By Teresa Hundt
Hi all! I thought I would give Roy a break from writing newsletters, and kick off our next big series on a topic that is affecting every company, regardless of industry: cross-generational communication.
Without giving up my exact age, I fall into the micro-generation known as Xennials. I was born right in the transition from Gen X to Millennials, and like many people my age, share traits with both.
I was in high school and college as the internet and cell phones were really taking off, giving me the technological advantage of many millennials. However, my formative years were spent without these advancements. I spent my childhood running around my grandparents’ farm in rural North Texas, just south of Oklahoma, without a technological care in the world.
I think this gives me an interesting perspective on some of the problems the corrugated industry faces when it comes to attracting, developing, and managing younger talent.
One of the most common things I hear from long-time corrugated guys is, “These young guys just do not want to work!” And on the other end, I get younger candidates and managers that tell me that the older guys are too inflexible, or that they do not listen to new ideas, saying, “We’ve always done it this way.”
Every generation says these things – both about the next generation and about the previous ones. All the problems in the world are because the older generation screwed things up or the younger generation is just lazy.
But every generation is different. They grow up in different climates and learn different levels of technological sophistication. Each generation is raised by parents that do things differently than their parents. (How many times have we all heard “I’ll never do X, Y, or Z with MY kids!”?) Most importantly, they communicate differently, because they have different priorities.
The primary three generations we see in the workforce today are Baby Boomers, Gen X, and Millennials (with little micro-generations like mine sprinkled in between.)
Why has each generation grown the way they have? And how do you communicate with them?
Baby Boomers were born into a world that had just come through World War 2. Because the war effort pulled the country out of the Great Depression, Boomers were promised the American Dream. They were raised on the idea that they could have everything they wanted in life, as long as they were willing to work for it. They came of age in time to be drafted and shipped off to wars in Korea and Vietnam. Most did not want to go, but did what authorities told them to do. They fought for (and against) Civil Rights at home. They created, and crashed, a great economy.
Boomers are going to have a different outlook and communicate differently, than…
Gen Xers grew up in the age of WaterGate, when companies across the country were downsizing. They saw their President and politicians lie, and their parents get laid off. They came of age during the Cold War, which impacted how they view the US in the context of an ever shrinking world. This generation saw the physical toll that working to achieve the American Dream took on their parents. They saw their parents suffer PTSD as a result of faraway wars. On top of all of this, many experts believe that Gen X will be the first generation that largely does not do better financially than their parents.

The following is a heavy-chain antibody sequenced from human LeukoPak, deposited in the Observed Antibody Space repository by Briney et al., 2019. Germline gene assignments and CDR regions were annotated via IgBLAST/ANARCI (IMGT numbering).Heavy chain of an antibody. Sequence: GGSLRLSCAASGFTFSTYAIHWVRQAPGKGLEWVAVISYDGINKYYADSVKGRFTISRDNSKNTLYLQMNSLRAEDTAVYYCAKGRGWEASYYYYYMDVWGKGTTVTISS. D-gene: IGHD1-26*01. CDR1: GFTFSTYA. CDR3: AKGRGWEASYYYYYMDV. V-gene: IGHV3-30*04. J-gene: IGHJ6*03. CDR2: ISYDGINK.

Gen Xers are going to have a different outlook and communicate differently than…
Millennials have grown up with technology and fast paced, simple solutions to most of history’s biggest day to day problems. They were handed participation trophies and were largely protected by their parents against the evils that existed in the world. They had schedules for every minute of their childhoods, rather than being left to roam free throughout the neighborhood all summer. They grew up in a time of economic expansion, and came of age just in time for events like 9/11, the Wars in Iraq and Afghanistan, and the eventual collapse of the housing market and Recession in 2008. Millennials largely think they can be the next Great Generation in an ever-changing world.
Each of these generations brings an entirely new mindset and can be an incredible asset to any company. As a result, the most effective facilities and companies are incredibly age-diverse.
A company that is built for the long haul is going to have people of all ages and backgrounds working towards a common goal. Companies that have too much of one age range are going to be doing themselves an incredible disservice. They are going to lose out on fresh ideas and the passion of youth, or they are going to lose out on the years of experience amassed by past generations.
On top of all of this, the vast majority of Baby Boomers are approaching retirement age, and as a result, it is imperative that trade/industry knowledge be passed down, or these industries will face even bigger challenges in the future.
So, we are going to spend the next few editions of this newsletter talking about each of these generations. Their reputations, the world events that shaped their lives and outlooks, and how to best communicate if you find yourself on the outside.
To quote our Baby Boomer Company Leader, “Buckle Up.”